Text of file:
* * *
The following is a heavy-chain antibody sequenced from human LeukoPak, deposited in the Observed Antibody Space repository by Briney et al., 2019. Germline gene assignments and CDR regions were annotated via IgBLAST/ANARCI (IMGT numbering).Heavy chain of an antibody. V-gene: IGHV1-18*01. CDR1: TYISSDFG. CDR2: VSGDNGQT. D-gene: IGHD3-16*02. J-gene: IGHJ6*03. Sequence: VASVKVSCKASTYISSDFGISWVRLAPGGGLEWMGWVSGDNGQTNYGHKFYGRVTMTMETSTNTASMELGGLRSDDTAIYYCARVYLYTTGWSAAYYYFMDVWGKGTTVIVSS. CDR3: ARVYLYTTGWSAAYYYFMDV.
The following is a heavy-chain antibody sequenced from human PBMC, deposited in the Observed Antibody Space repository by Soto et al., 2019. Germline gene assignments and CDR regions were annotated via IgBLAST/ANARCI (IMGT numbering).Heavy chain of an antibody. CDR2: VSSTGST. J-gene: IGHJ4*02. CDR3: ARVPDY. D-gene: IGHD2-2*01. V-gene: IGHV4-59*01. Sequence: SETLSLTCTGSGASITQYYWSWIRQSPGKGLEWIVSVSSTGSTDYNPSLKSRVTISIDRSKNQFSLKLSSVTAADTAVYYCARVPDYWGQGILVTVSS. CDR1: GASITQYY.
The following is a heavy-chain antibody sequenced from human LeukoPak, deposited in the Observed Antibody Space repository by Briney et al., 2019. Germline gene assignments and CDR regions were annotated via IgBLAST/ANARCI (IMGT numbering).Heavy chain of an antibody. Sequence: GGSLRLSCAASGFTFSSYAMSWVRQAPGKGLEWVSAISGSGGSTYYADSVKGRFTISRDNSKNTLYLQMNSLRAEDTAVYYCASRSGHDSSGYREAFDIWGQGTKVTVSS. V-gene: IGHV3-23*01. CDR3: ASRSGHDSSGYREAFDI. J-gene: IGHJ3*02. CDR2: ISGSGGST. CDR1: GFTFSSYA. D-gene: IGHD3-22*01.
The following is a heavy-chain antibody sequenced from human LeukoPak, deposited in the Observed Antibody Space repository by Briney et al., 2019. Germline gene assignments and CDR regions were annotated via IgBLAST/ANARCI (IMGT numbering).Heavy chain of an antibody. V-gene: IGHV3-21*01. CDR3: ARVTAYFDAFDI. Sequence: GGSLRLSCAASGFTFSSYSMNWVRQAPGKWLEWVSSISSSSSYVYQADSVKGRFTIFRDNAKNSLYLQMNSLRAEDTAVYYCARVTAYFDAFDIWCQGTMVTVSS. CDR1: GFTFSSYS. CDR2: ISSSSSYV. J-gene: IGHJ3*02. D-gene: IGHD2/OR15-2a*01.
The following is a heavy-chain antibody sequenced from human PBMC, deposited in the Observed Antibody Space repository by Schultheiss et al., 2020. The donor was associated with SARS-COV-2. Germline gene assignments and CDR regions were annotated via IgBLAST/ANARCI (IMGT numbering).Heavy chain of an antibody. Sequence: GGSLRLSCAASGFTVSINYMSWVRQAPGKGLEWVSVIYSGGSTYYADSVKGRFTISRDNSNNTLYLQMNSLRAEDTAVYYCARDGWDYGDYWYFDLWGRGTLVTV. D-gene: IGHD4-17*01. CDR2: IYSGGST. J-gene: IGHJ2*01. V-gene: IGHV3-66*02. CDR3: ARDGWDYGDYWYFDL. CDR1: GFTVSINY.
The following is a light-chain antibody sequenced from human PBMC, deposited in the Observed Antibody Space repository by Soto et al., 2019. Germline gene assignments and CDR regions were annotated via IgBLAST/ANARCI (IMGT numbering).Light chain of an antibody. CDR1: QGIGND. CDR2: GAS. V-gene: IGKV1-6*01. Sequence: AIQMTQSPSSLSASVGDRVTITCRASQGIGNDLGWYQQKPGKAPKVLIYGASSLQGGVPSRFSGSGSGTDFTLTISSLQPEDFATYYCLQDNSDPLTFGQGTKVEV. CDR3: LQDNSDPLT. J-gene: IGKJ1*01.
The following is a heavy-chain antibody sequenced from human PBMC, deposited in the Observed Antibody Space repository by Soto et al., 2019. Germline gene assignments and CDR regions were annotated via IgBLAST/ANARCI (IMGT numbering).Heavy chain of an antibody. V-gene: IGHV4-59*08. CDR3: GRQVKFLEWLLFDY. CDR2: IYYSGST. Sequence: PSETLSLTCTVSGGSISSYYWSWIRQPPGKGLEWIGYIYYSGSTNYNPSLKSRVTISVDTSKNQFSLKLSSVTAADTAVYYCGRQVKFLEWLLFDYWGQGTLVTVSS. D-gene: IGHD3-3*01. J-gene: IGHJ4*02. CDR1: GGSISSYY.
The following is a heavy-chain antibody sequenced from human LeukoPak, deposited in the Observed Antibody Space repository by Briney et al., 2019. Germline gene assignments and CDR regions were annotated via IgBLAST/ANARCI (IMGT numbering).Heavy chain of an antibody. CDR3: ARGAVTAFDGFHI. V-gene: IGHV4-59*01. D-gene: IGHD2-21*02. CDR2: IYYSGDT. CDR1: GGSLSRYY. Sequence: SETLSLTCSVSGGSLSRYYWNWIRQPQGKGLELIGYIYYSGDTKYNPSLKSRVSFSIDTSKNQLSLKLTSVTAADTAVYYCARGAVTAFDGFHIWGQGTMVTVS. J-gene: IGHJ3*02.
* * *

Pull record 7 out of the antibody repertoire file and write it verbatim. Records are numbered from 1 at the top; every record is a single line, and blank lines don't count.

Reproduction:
The following is a heavy-chain antibody sequenced from human PBMC, deposited in the Observed Antibody Space repository by Soto et al., 2019. Germline gene assignments and CDR regions were annotated via IgBLAST/ANARCI (IMGT numbering).Heavy chain of an antibody. V-gene: IGHV4-59*08. CDR3: GRQVKFLEWLLFDY. CDR2: IYYSGST. Sequence: PSETLSLTCTVSGGSISSYYWSWIRQPPGKGLEWIGYIYYSGSTNYNPSLKSRVTISVDTSKNQFSLKLSSVTAADTAVYYCGRQVKFLEWLLFDYWGQGTLVTVSS. D-gene: IGHD3-3*01. J-gene: IGHJ4*02. CDR1: GGSISSYY.